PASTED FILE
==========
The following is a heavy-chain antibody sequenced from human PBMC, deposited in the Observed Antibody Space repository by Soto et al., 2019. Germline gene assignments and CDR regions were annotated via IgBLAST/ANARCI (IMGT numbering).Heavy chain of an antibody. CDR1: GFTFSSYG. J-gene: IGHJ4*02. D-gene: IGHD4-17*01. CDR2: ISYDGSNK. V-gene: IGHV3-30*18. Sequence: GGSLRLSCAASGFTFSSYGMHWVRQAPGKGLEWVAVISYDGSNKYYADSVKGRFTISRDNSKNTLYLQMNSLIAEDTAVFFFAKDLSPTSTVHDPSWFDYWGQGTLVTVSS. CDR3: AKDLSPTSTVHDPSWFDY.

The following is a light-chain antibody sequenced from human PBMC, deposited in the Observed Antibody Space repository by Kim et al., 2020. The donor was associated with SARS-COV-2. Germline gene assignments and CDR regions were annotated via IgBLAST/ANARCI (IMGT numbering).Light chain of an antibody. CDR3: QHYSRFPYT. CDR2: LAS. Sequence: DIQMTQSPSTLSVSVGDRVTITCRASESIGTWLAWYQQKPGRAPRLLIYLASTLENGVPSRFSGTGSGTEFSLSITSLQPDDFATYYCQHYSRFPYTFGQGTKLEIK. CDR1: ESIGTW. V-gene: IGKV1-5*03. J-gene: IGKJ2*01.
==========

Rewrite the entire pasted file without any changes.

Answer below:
The following is a heavy-chain antibody sequenced from human PBMC, deposited in the Observed Antibody Space repository by Soto et al., 2019. Germline gene assignments and CDR regions were annotated via IgBLAST/ANARCI (IMGT numbering).Heavy chain of an antibody. CDR1: GFTFSSYG. J-gene: IGHJ4*02. D-gene: IGHD4-17*01. CDR2: ISYDGSNK. V-gene: IGHV3-30*18. Sequence: GGSLRLSCAASGFTFSSYGMHWVRQAPGKGLEWVAVISYDGSNKYYADSVKGRFTISRDNSKNTLYLQMNSLIAEDTAVFFFAKDLSPTSTVHDPSWFDYWGQGTLVTVSS. CDR3: AKDLSPTSTVHDPSWFDY.

The following is a light-chain antibody sequenced from human PBMC, deposited in the Observed Antibody Space repository by Kim et al., 2020. The donor was associated with SARS-COV-2. Germline gene assignments and CDR regions were annotated via IgBLAST/ANARCI (IMGT numbering).Light chain of an antibody. CDR3: QHYSRFPYT. CDR2: LAS. Sequence: DIQMTQSPSTLSVSVGDRVTITCRASESIGTWLAWYQQKPGRAPRLLIYLASTLENGVPSRFSGTGSGTEFSLSITSLQPDDFATYYCQHYSRFPYTFGQGTKLEIK. CDR1: ESIGTW. V-gene: IGKV1-5*03. J-gene: IGKJ2*01.